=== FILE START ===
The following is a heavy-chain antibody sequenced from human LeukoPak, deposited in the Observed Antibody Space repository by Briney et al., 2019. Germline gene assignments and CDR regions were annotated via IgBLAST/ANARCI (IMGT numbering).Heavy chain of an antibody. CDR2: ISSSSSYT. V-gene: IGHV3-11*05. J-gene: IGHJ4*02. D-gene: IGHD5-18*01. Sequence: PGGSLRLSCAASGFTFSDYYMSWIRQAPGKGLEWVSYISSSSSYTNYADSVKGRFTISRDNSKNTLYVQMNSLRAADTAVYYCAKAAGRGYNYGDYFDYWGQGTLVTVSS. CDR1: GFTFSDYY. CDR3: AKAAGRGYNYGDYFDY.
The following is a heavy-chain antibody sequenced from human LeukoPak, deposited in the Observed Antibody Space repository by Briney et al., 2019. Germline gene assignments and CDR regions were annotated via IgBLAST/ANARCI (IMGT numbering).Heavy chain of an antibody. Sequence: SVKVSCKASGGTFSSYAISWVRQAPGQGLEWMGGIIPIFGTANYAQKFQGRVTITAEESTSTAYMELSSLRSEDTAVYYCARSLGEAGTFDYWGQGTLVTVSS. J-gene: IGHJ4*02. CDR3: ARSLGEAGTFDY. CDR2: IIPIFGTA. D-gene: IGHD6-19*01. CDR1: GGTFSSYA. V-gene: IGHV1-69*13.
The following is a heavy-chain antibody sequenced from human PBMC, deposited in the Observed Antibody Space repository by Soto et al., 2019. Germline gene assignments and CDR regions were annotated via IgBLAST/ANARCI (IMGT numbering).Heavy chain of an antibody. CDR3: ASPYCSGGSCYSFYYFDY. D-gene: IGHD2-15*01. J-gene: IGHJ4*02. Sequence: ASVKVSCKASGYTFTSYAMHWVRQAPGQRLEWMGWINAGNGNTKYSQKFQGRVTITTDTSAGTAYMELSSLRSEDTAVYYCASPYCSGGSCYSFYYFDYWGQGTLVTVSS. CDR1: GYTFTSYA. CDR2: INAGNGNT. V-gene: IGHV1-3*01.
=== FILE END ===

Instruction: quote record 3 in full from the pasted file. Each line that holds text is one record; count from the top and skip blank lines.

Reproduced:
The following is a heavy-chain antibody sequenced from human PBMC, deposited in the Observed Antibody Space repository by Soto et al., 2019. Germline gene assignments and CDR regions were annotated via IgBLAST/ANARCI (IMGT numbering).Heavy chain of an antibody. CDR3: ASPYCSGGSCYSFYYFDY. D-gene: IGHD2-15*01. J-gene: IGHJ4*02. Sequence: ASVKVSCKASGYTFTSYAMHWVRQAPGQRLEWMGWINAGNGNTKYSQKFQGRVTITTDTSAGTAYMELSSLRSEDTAVYYCASPYCSGGSCYSFYYFDYWGQGTLVTVSS. CDR1: GYTFTSYA. CDR2: INAGNGNT. V-gene: IGHV1-3*01.